Our view: No justification for EMCC's blood lust

October 9, 2013 10:33:26 AM

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What was once conjecture is quickly become accepted fact: This year's East Mississippi Community College football team is the best in school history, surpassing even the 2011 team that captured the national championship. 

 

Although there are still three regular-season games remaining before the state playoffs, consider the Lions' resume' to this point: 

 

In its six games, all wins, EMCC has given up just 13 total points while scoring 392 points, more than 65 points per game. There are basketball teams whose scoring average isn't that high. 

 

As you might suspect, none of the Lions's games have been what you would call "competitive." EMCC has outscored its opponents by an aggregate score of 253-0 in the first half alone. 

 

Its closest game came in the season-opener -- a 49-6 win over Pearl River, not exactly a nail-biter. 

 

Then, two weeks ago, the Lions tied a national juco scoring record in a 90-7 win over Coahoma.  

 

That verdict is impressive, but also troubling. Beating an opponent by such a margin suggests no regard for good sportsmanship. It goes beyond defeating an opponent: It is an act of humiliation. Who can defend that sort of blood lust? 

 

It is, in a word, inexcusable. 

 

Or is it? 

 

Despite its utter dominance, EMCC would not play for the national championship if that game were held today. 

 

Despite defeating Holmes 55-0 in its last game, the Lions slipped from No. 2 in the national rankings to No. 3. That is very important to note because at the juco level, there is no playoff. It's a one-game championship between the nation's two top-ranked teams.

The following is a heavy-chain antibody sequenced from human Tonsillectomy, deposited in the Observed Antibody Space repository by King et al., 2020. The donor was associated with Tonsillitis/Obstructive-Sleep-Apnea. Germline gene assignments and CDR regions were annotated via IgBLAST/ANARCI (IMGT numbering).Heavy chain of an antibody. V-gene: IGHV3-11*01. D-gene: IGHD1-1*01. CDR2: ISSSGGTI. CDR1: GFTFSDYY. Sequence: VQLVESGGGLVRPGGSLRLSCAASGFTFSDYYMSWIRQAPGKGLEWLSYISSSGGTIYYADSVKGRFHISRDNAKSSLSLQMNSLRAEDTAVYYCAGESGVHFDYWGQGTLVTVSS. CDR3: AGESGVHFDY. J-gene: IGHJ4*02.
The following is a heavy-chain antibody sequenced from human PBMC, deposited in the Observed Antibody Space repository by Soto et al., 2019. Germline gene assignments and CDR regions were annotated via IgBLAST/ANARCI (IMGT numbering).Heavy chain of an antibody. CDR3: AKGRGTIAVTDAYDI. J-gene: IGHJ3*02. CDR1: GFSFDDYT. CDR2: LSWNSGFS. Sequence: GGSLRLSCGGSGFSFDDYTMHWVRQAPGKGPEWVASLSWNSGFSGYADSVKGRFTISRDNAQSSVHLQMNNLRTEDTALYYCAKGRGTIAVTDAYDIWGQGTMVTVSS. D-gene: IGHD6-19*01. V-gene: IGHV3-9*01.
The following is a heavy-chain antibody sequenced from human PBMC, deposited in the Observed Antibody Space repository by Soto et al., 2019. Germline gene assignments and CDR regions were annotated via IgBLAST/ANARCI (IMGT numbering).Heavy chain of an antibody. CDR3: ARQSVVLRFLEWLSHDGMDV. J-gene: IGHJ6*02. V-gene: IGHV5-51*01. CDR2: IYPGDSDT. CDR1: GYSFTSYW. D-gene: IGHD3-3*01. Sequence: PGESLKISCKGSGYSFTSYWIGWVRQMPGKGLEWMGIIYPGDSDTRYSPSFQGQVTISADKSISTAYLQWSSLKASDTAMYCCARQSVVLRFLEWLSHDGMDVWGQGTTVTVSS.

To determine the top two teams, the National Junior College Athletics Association uses a combination of a voters' poll and computer rankings. It is the computer ranking element that EMCC uses to explain the "necessity" for running up enormous winning margins. 

 

The computer not only calculates its part of the rankings through wins and losses, but also adds a qualifier -- strength of schedule. It is this component that EMCC uses to justify its conduct. 

 

EMCC does not play games outside of the state's juco league. Historically, the Mississippi Junior College Athletic Association has been the preeminent juco football conference in the nation, with 14 community colleges playing football. Currently, five of those teams are ranked, including Jones Community College, which is currently ranked No. 2 in the nation. But there are also some teams -- Coahoma, for example -- that seem to have no business fielding a team. They are simply not competitive. 

 

By a scheduling quirk, EMCC will play just one of those ranked teams in the regular season, No. 13 Itawamba. Simply put, the majority of the teams on the Lions' schedule do more harm to their strength of schedule than good.  

 

So the theory is that running up huge margins is essential in getting the attention of the voters in the weekly poll, whose influence can mitigate the effect of the computer rankings. 

 

As a voter, you tend to notice scores like 90-7 or 70-0 (vs. Mississippi Delta) or 69-0 (vs. Southwest Mississippi), the thinking goes. 

 

Winning a national championship is a worthy goal. EMCC will argue that the ends justify the means and that if running up the score on hapless opponents is part of the equation, the fault lies not with the Lions but with the ranking system that makes such egregious displays of poor sportsmanship necessary. 

 

The bottom line is that when EMCC finishes its season with a state championship, which seems very likely, it wants to be in a position to win the national title.  

 

But at what cost?  

 

Is a voter really more impressed with a 90-7 win than a 55-0 win, which was the halftime score? 

 

The Lions aren't taking any chances. 

 

We believe they should.  

 

It is not whether you win or lose, famed sportswriter Grantland Rice once wrote. It's how you play the game. And there is never sufficient justification for humiliating an opponent. 

 

The Lions are a great team, no doubt.  

 

But are they great ambassadors? 

 

We have our reservations.